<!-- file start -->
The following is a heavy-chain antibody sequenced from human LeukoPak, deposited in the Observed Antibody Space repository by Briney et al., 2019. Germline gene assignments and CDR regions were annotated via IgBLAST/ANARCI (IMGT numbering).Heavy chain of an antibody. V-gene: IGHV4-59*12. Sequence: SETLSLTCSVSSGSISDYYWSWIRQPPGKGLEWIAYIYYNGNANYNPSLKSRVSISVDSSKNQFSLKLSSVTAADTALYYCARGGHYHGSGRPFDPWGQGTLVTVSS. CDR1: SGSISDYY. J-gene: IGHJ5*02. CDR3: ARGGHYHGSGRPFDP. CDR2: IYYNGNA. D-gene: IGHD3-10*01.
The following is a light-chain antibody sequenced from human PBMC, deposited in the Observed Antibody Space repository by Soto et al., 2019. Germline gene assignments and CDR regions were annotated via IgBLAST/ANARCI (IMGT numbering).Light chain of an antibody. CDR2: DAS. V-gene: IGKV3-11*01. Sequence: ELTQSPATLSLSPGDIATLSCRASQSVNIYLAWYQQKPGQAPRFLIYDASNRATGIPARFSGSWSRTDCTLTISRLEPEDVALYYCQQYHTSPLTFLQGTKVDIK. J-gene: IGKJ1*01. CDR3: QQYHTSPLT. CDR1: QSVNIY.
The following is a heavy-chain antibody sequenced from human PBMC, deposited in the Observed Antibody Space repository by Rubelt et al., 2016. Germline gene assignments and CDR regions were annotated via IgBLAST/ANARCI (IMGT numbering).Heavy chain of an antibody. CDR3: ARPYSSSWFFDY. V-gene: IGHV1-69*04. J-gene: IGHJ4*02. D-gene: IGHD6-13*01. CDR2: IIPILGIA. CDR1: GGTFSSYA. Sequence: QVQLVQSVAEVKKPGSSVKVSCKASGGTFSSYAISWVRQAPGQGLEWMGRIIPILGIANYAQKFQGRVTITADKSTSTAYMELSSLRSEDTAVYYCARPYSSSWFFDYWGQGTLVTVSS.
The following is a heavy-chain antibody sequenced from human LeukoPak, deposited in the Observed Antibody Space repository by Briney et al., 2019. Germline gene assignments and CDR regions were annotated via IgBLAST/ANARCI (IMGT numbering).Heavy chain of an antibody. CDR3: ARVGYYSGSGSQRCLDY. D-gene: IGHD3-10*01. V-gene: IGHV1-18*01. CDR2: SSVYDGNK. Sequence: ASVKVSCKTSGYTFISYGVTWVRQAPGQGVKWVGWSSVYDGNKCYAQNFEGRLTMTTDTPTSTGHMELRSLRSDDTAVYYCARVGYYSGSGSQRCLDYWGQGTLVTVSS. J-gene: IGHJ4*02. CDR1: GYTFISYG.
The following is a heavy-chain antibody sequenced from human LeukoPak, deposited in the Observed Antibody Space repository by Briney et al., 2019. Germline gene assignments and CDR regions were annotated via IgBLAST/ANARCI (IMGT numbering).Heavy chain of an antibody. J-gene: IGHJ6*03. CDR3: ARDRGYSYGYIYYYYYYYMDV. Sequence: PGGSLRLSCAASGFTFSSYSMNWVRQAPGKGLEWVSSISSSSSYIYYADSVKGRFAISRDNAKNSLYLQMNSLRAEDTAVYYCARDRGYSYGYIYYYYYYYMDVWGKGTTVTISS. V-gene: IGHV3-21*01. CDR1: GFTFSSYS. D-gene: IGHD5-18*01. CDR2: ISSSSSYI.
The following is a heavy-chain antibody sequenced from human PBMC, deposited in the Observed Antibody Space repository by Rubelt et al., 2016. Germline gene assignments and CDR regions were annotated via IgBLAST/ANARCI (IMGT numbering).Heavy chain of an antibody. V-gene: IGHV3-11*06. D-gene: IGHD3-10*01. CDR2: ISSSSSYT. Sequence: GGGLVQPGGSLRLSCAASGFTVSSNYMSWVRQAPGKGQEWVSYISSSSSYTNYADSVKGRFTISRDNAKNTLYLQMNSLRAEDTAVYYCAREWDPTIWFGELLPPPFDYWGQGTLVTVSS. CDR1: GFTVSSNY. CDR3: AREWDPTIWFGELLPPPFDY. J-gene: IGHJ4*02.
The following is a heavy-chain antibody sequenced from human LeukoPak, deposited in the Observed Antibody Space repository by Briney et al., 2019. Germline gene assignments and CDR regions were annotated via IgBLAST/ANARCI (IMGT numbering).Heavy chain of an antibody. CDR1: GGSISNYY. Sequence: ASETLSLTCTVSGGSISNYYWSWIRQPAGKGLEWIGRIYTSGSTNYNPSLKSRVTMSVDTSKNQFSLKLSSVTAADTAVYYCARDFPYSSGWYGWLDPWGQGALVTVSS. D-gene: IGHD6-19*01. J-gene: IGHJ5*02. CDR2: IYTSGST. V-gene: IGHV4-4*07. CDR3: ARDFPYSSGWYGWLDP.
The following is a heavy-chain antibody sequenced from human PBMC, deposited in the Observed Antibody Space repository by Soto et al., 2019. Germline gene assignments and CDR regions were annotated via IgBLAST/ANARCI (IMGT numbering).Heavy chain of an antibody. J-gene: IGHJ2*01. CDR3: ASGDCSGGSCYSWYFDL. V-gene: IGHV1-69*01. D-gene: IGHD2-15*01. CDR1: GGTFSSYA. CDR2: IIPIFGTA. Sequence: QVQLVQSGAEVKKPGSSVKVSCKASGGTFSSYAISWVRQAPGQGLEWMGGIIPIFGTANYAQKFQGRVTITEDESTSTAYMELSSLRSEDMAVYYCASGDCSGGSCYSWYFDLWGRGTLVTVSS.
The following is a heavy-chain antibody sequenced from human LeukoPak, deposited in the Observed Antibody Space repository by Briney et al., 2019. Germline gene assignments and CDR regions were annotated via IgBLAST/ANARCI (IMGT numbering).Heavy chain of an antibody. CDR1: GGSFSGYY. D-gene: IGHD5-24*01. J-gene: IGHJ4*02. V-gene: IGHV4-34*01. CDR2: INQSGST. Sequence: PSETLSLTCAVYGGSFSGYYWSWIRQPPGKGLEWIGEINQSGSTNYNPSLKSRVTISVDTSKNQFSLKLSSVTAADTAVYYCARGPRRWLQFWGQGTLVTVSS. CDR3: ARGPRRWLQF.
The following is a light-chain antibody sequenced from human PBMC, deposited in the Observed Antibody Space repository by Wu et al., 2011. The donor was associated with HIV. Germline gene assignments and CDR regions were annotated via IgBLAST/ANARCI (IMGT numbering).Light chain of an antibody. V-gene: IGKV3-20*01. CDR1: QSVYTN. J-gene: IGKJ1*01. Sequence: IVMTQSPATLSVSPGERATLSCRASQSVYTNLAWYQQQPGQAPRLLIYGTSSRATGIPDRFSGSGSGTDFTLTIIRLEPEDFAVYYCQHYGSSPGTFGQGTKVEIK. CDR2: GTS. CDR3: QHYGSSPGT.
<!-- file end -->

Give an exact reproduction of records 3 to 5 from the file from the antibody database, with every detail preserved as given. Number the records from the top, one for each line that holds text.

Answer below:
The following is a heavy-chain antibody sequenced from human PBMC, deposited in the Observed Antibody Space repository by Rubelt et al., 2016. Germline gene assignments and CDR regions were annotated via IgBLAST/ANARCI (IMGT numbering).Heavy chain of an antibody. CDR3: ARPYSSSWFFDY. V-gene: IGHV1-69*04. J-gene: IGHJ4*02. D-gene: IGHD6-13*01. CDR2: IIPILGIA. CDR1: GGTFSSYA. Sequence: QVQLVQSVAEVKKPGSSVKVSCKASGGTFSSYAISWVRQAPGQGLEWMGRIIPILGIANYAQKFQGRVTITADKSTSTAYMELSSLRSEDTAVYYCARPYSSSWFFDYWGQGTLVTVSS.
The following is a heavy-chain antibody sequenced from human LeukoPak, deposited in the Observed Antibody Space repository by Briney et al., 2019. Germline gene assignments and CDR regions were annotated via IgBLAST/ANARCI (IMGT numbering).Heavy chain of an antibody. CDR3: ARVGYYSGSGSQRCLDY. D-gene: IGHD3-10*01. V-gene: IGHV1-18*01. CDR2: SSVYDGNK. Sequence: ASVKVSCKTSGYTFISYGVTWVRQAPGQGVKWVGWSSVYDGNKCYAQNFEGRLTMTTDTPTSTGHMELRSLRSDDTAVYYCARVGYYSGSGSQRCLDYWGQGTLVTVSS. J-gene: IGHJ4*02. CDR1: GYTFISYG.
The following is a heavy-chain antibody sequenced from human LeukoPak, deposited in the Observed Antibody Space repository by Briney et al., 2019. Germline gene assignments and CDR regions were annotated via IgBLAST/ANARCI (IMGT numbering).Heavy chain of an antibody. J-gene: IGHJ6*03. CDR3: ARDRGYSYGYIYYYYYYYMDV. Sequence: PGGSLRLSCAASGFTFSSYSMNWVRQAPGKGLEWVSSISSSSSYIYYADSVKGRFAISRDNAKNSLYLQMNSLRAEDTAVYYCARDRGYSYGYIYYYYYYYMDVWGKGTTVTISS. V-gene: IGHV3-21*01. CDR1: GFTFSSYS. D-gene: IGHD5-18*01. CDR2: ISSSSSYI.